If you have been reading my posts, then you will know about the wrong way to go about a day trip to Wat Doi Suthep via the Pilgrim’s Trail.

With sense on our side, this here is the best way to explore the national park, mountain villages and temple.

Renting our scooter we take Huay Kaew Road until it turns into Siriwichi Alley. Knowing this road well (given we walked it). It takes us about 25 minutes to get to the temple.

I see my drinks and insect guy again and feel good that I didn’t have hallucinations the last time.

Wat Doi Suthep

large statue of Buddha

Full of energy we take the 309 steps up to the entrance of the temple.

309 steps up to the entrance of a temple

The temple is indeed very beautiful and displays an amazing amount of craftsmanship. But what I really love about these historic sites is the story that sits behind them.

Green Glass Buddha

So the legend goes:

A monk named Sumanathera had a dream where he was told to go to Pang Cha and look for a relic. Sumanathera ventured to Pang Cha and found a bone. Many claim it was Gautama Buddha‘s shoulder bone. The relic displayed magical powers: it glowed, it was able to vanish, it could move and replicate itself.

King Nu Naone of Lan Na heard of the relic and bade the monk to bring it to him. Once there, the relic broke into two pieces. The smaller piece was enshrined at a temple in Suandok. The other piece was placed by the king on the back of a white elephant which was released into the jungle. The elephant is said to have climbed up Doi Suthep, stopped, trumpeted three times, then dropped dead. This was interpreted as an omen and the King immediately ordered the construction of a temple at the site. (Source Wikipedia)

There you have it!

White elephant statue

If you like this story you should read how Malacca was founded.

Exploring the area further you are taken by the level of precious metal used, most famously the Golden Stupa.

Golden Stupa of Wat Doi Suthep

Bhubing Palace

Back on the scooter we ride about 4km further over the mountain to Bhubing Palace.

Chiang Mai - Wat Pha Lat-8


It is the winter residence for the Royal family from January to about March. The Palace buildings are not open to the public and the visit would be of interest to people who admire landscaped gardens. It has a rose collection that any enthusiast would envy and for 50 baht you can spend and an hour or so walking around the beautiful grounds and see how the other half lives.

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Hmong Hill tribe Village and Coffee

Another 2km onwards you reach the Hmong Hill Tribe Village and Coffee plantation. Arriving at the base of the town, it doesn’t look like much, but hop off the bike and walk straight and take the route up to the viewpoint and enjoy an amazing cup of coffee and view. The alley ways take you past home life of the villagers, but given this tribe is so close to Chiang Mai, much of the surface construction is for tourists such as cafes, stores selling souvenirs.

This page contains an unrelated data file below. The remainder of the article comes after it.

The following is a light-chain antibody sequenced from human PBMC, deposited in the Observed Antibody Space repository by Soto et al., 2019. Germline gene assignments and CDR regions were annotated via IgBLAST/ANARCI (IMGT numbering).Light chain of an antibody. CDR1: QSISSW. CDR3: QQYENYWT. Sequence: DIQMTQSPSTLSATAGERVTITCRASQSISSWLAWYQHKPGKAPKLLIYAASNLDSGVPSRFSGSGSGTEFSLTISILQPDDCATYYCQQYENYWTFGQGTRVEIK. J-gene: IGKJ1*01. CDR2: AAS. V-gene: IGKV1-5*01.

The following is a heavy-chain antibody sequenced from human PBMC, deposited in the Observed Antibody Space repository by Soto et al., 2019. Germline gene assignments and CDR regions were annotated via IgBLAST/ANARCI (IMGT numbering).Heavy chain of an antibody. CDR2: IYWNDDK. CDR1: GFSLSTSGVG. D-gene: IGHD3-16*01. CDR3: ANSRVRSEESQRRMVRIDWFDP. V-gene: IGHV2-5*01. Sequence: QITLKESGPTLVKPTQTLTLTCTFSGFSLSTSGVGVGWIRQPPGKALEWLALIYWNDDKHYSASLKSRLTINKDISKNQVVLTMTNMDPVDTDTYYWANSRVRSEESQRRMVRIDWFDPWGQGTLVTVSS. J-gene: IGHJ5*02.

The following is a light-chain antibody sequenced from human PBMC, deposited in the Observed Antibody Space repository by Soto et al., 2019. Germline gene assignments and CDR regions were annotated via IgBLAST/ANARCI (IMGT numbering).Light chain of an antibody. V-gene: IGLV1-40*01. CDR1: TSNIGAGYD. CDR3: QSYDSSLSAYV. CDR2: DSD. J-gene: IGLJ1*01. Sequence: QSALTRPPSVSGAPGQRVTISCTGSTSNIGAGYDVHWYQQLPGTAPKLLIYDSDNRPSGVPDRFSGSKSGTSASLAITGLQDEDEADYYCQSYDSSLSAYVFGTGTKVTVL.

Chiang Mai - Wat Pha Lat-10

Chiang Mai - Wat Pha Lat-14 Chiang Mai - Wat Pha Lat-13

We went on a Monday and the town was really quiet. There are narrow alleys lined with 50baht scarves and other souvenir finds. There is also an interesting if super dated museum about the hill tribes of northern Thailand.

Chiang Mai - Wat Pha Lat-11

run down museum in thailand housed in a wooden hut

After a tasty chicken noodle soup and Pad Thai lunch, we hopped back onto the scooter for a super cruisy and cool ride back to town.

Wat Pha Lat

I had read great things about this temple, so before we reached town we turned off to properly explore Wat Pha Lat.

If you remember from the previous post, the entrance to the temple is a not-so impressive pagoda, but take the narrow road downhill and this magical place is all yours to explore.

two stone statues

Moss covered chedis, weather-worn stone statues, the uninterrupted sounds of nature, beautiful buddha-lined stairways and even a functioning well. This became my new favourite place and temple in Chiang Mai.

Chiang Mai - Wat Pha Lat-20 Chiang Mai - Wat Pha Lat-19 Chiang Mai - Wat Pha Lat-18 Wat Pha Lat

Wat Pha Lat

It reminded me a lot of a place where you could go do a Vipassana course.

If you do get up the mountain, then definitely make a stop by Wat Pha Lat by scooter or even ask your songtaew driver to drop you off and wait for 15 minutes. You will easily want more time, but worth even that short time.

Feeling revitalised (unlike last time) we set off for our final run to Monthathan Waterfall. We arrive at 5.30pm and it’s too late to gain entrance to the park. We know we want to come back to Wat Pha Lat and just chill out with a book, so we will tackle the hikes around Monthathan Waterfall another day.

A fantastic day out on the bike and in amongst nature with the ability to enjoy it all (and breathe!)

Budget for two people

Scooter and extra petrol350baht
Entry to Wat Doi Suthep60baht
Entry to Bhubing Palace100baht
Entry to Hilltribe museum20baht
Coffee and a bag of ground coffee at the viewpoint365baht

Feeling a sense of accomplishment listening to Funki Porcini.

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Take two – Exploring Wat Doi Suthep
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